Seven Tips to Finding the Right Recruiting Mix in a Tough Economy

By Jason Ferrara Vice President, Corporate Marketing, CareerBuilder | March 06, 2010

In this challenging economy, any kind of decision-making can be difficult, as the pressures to maintain your staff and profitability can be strained in ways you may not have expected. While keeping your budget low and your revenue high could have seemed easier to achieve in past years, the current recession may have you scratching your head on how to keep it all balanced.

As a leader, some of your decisions regarding budgets have to do with your marketing strategies. Chances are you're trying to do more with less and figuring out how to spend the money you do have in the most efficient and effective ways possible. To do that, you have to create the right marketing mix.

At the same time you are sitting down to figure out the crucial elements of your marketing mix, you should be having another essential conversation: enhancing your recruiting mix. How can you best display your employment brand? What are the best ways to capture the right job seekers for your hotel? The concept of marketing mix and the concept of recruiting mix are fundamentally similar.

Identifying top talent and making an effort to keep them is more important now than ever. You can't afford to have the "C" players when you need the "A" players to provide the best service as possible to your guests and ultimately drive your business. The silver lining of the hiring slowdown is that, although decision-making may be increasingly difficult, you can step back and figure out the strategies to find the best talent possible. The first step is finding the right recruiting mix.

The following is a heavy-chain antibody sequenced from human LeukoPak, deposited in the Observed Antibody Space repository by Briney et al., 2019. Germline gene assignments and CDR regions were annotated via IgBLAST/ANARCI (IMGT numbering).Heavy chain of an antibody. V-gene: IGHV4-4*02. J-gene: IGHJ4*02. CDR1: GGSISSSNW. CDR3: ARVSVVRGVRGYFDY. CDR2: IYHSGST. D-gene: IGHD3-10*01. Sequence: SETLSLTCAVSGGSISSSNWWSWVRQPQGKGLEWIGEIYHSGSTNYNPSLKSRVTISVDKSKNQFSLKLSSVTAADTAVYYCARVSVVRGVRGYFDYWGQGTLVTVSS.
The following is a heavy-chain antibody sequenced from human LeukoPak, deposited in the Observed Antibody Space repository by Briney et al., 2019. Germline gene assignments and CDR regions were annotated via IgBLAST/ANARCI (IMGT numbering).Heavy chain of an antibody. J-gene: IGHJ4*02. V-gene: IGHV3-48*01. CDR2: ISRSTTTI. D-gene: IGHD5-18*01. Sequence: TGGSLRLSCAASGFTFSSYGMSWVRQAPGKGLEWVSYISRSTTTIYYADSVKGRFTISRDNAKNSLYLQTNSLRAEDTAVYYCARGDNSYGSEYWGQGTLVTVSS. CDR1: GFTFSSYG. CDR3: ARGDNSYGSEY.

How do you find the right recruiting mix in a tough economy?

When you need to find the right recruiting mix for your property, and your resources are strained due to the economy, it may seem like a daunting task. Despite the difficult times, the current recruitment environment allows for you to select the best quality talent out there, upgrade your workforce due to more top job candidates looking for work and take the time to figure out what recruitment methods are most efficient. Having the great people is monumentally important to your business - your people make your property what it is.

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Eco-Friendly Practices: Corporate Social Responsibility

The hotel industry has undertaken a long-term effort to build more responsible and socially conscious businesses. What began with small efforts to reduce waste - such as paperless checkouts and refillable soap dispensers - has evolved into an international movement toward implementing sustainable development practices. In addition to establishing themselves as good corporate citizens, adopting eco-friendly practices is sound business for hotels. According to a recent report from Deloitte, 95% of business travelers believe the hotel industry should be undertaking “green” initiatives, and Millennials are twice as likely to support brands with strong management of environmental and social issues. Given these conclusions, hotels are continuing to innovate in the areas of environmental sustainability. For example, one leading hotel chain has designed special elevators that collect kinetic energy from the moving lift and in the process, they have reduced their energy consumption by 50%  over conventional elevators. Also, they installed an advanced air conditioning system which employs a magnetic mechanical system that makes them more energy efficient. Other hotels are installing Intelligent Building Systems which monitor and control temperatures in rooms, common areas and swimming pools, as well as ventilation and cold water systems. Some hotels are installing Electric Vehicle charging stations, planting rooftop gardens, implementing stringent recycling programs, and insisting on the use of biodegradable materials. Another trend is the creation of Green Teams within a hotel's operation that are tasked to implement earth-friendly practices and manage budgets for green projects. Some hotels have even gone so far as to curtail or eliminate room service, believing that keeping the kitchen open 24/7 isn't terribly sustainable. The May issue of the Hotel Business Review will document what some hotels are doing to integrate sustainable practices into their operations and how they are benefiting from them.